Press Release of the 1925 Charlevoix-Kamouraska earthquake

On February 28, 1925, The Charlevoix-Kamouraska Region Shook All of North-Eastern North America

"In some buildings there was such a swaying motion that chandeliers rattled and dishes were moved. The effect was like the heaving of a ship at sea." (Quebec Chronicle, 1925)

On February 28, 1925, one of the most powerful earthquakes of the 20th century rocked the lives of thousands of people -- an earthquake measuring 6.2 on the moment magnitude scale occurred in the Charlevoix-Kamouraska area. The shock was so strong that the earthquake was felt more than 1,000 kilometres from the epicentre. In the weeks that followed, dozens of aftershocks continued to shake the area and helped keep its inhabitants living in fear.

This earthquake caused considerable damage near the epicentre along the St. Lawrence River. The cracked walls, fallen chimneys and broken windows changed the view that people had of this region, which has since been called, in the language of seismologists, the Seismic Zone of Charlevoix-Kamouraska. In addition to homes, some very important structures were damaged by the quake: Manoir Cabot near La Malbaie, the Gare du Palais in Québec (a railway terminal) and several churches as far away as Shawinigan. But, for more than its material damage, this earthquake became deeply etched into the minds of an entire generation.

This seismic area is still the most active in eastern Canada. Five major earthquakes measuring 6 or greater have occurred in the region: an earthquake with a magnitude of 7 in 1663, two quakes measuring 6 in 1791 and 1860, another of 6.5 in 1870, and this 6.2 in 1925. The first earthquake to be recorded was that of 1925; the others were estimated based on historical information.

From 1978 - when a seismographic network of seven local stations was put into place - to 1999, some 2,500 earthquakes were recorded, 54 of which were of a magnitude greater than 3 and 8 registering 4 or greater. This represents an average of 250 quakes per year, with approximately five strong enough to be felt by the population (magnitudes measuring greater than 2.5).

Scientists . . .

At the Geological Survey of Canada (GSC), a division of Natural Resources Canada, seismologists study earthquakes and try to understand them better. Their work consists of recording and analysing earthquake data. They then delineate the areas that are most susceptible to earthquakes and determine values of ground movement that are then prescribed in the National Building Code. As a result, the seismologists help engineers build safer and more resistant buildings in areas of higher earthquake risk.

"In addition to interpreting earthquakes, our group informs and advises emergency organizations, the media, engineering companies, electricity companies and the public on different aspects relating to earthquakes. We also participate in improving emergency procedures for earthquakes, especially with regard to public communications," said Maurice Lamontagne, research seismologist at the GSC.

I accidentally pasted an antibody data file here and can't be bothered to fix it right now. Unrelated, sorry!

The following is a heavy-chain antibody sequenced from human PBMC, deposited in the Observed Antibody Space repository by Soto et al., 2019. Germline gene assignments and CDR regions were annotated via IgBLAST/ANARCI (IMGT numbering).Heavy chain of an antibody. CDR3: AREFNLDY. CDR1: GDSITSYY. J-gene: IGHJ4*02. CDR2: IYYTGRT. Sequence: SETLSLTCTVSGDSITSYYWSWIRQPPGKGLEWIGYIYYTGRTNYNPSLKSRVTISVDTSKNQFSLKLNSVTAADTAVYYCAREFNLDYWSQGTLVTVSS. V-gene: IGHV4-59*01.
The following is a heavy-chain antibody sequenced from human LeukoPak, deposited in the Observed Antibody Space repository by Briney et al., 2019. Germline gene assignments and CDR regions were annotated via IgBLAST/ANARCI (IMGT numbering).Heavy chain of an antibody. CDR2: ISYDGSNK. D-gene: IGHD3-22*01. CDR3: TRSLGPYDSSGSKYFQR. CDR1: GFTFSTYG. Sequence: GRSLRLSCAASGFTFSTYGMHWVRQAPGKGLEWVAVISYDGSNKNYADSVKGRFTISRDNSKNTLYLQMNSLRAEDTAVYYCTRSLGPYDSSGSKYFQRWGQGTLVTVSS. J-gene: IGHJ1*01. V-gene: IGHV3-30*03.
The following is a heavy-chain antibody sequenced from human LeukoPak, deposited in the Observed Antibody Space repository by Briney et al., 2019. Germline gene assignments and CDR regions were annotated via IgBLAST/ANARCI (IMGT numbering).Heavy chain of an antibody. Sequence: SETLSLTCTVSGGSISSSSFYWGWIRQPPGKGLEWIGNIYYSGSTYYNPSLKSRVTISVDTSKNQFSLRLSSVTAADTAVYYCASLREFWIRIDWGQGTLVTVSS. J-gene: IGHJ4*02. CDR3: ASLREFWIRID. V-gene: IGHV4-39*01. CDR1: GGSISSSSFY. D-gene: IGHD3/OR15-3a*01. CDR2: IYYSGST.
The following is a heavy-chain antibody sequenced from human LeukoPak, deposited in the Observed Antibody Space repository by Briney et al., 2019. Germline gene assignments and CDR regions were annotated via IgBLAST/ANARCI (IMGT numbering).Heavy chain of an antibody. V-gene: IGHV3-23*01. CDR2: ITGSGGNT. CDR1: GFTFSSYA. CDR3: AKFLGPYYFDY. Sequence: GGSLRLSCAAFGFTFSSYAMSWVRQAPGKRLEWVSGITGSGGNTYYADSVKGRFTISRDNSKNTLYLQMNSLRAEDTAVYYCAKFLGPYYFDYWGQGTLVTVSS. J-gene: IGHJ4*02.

How do we deal with this type of event?

Earthquakes can occur at any time and anywhere in Canada. Even though it is impossible to predict earthquakes, here or elsewhere in the world, historical reports and more recent data clearly indicate that this region is subject to significant earthquakes. The best way to face this phenomenon is to prepare for it.

Before an earthquake occurs, it is essential that you and your family draft an emergency plan. First, you must evaluate the potential sources of danger inside your house, especially objects that can fall and cause injuries. Prepare an emergency kit that contains the basic needs for your survival, such as water, warm clothing, a battery-operated radio and a flashlight. During an earthquake, you must protect yourself from objects that can fall and cause injuries. If you are at home, take cover under a table or any other solid piece of furniture -- get away from windows, bookcases and mirrors. If you are outside, stay far away from buildings and electrical wires. After an earthquake, evaluate the damage, and, most importantly, don't be foolhardy. If a situation seems dangerous, stay calm and wait for help. By speaking about the event calmly and just as calmly considering the possibility of aftershocks, you can reduce your own anxiety and that of your family members.

Thanks to good information, sensible advice and solid preparation, you and your family will be ready to face such a situation.

For more information . . .

You can find a lot of information as well as practical advice on the Natural Resources Canada site at EarthquakesCanada.

This site also contains a special section on the 1925 earthquake, including descriptions and photographs of damage. To continue studying earthquakes and evaluating their impact, GSC seismologists have devised an earthquake survey. If you have felt the Earth move under your feet, share your comments and data with them using their Web site or by telephone at (613) 995-5548. In this way, you can add to the existing information, whether about a recent earthquake or the one in 1925.